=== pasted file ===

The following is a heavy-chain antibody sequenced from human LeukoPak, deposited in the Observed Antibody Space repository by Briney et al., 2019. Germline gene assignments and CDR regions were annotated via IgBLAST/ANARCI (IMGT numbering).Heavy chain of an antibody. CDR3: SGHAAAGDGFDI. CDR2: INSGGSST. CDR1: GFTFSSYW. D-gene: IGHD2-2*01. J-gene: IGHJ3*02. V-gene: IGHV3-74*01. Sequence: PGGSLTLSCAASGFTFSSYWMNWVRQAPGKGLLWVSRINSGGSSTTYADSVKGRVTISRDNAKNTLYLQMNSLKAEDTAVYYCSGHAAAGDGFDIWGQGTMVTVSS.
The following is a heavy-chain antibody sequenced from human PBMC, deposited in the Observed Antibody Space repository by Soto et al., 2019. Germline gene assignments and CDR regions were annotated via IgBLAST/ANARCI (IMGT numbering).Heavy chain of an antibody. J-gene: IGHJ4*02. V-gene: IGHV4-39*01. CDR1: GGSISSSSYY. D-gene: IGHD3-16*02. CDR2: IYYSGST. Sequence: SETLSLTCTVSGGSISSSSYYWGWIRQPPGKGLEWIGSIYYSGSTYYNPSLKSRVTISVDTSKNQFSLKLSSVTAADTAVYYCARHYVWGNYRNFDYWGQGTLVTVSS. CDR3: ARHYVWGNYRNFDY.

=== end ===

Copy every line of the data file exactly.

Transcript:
The following is a heavy-chain antibody sequenced from human LeukoPak, deposited in the Observed Antibody Space repository by Briney et al., 2019. Germline gene assignments and CDR regions were annotated via IgBLAST/ANARCI (IMGT numbering).Heavy chain of an antibody. CDR3: SGHAAAGDGFDI. CDR2: INSGGSST. CDR1: GFTFSSYW. D-gene: IGHD2-2*01. J-gene: IGHJ3*02. V-gene: IGHV3-74*01. Sequence: PGGSLTLSCAASGFTFSSYWMNWVRQAPGKGLLWVSRINSGGSSTTYADSVKGRVTISRDNAKNTLYLQMNSLKAEDTAVYYCSGHAAAGDGFDIWGQGTMVTVSS.
The following is a heavy-chain antibody sequenced from human PBMC, deposited in the Observed Antibody Space repository by Soto et al., 2019. Germline gene assignments and CDR regions were annotated via IgBLAST/ANARCI (IMGT numbering).Heavy chain of an antibody. J-gene: IGHJ4*02. V-gene: IGHV4-39*01. CDR1: GGSISSSSYY. D-gene: IGHD3-16*02. CDR2: IYYSGST. Sequence: SETLSLTCTVSGGSISSSSYYWGWIRQPPGKGLEWIGSIYYSGSTYYNPSLKSRVTISVDTSKNQFSLKLSSVTAADTAVYYCARHYVWGNYRNFDYWGQGTLVTVSS. CDR3: ARHYVWGNYRNFDY.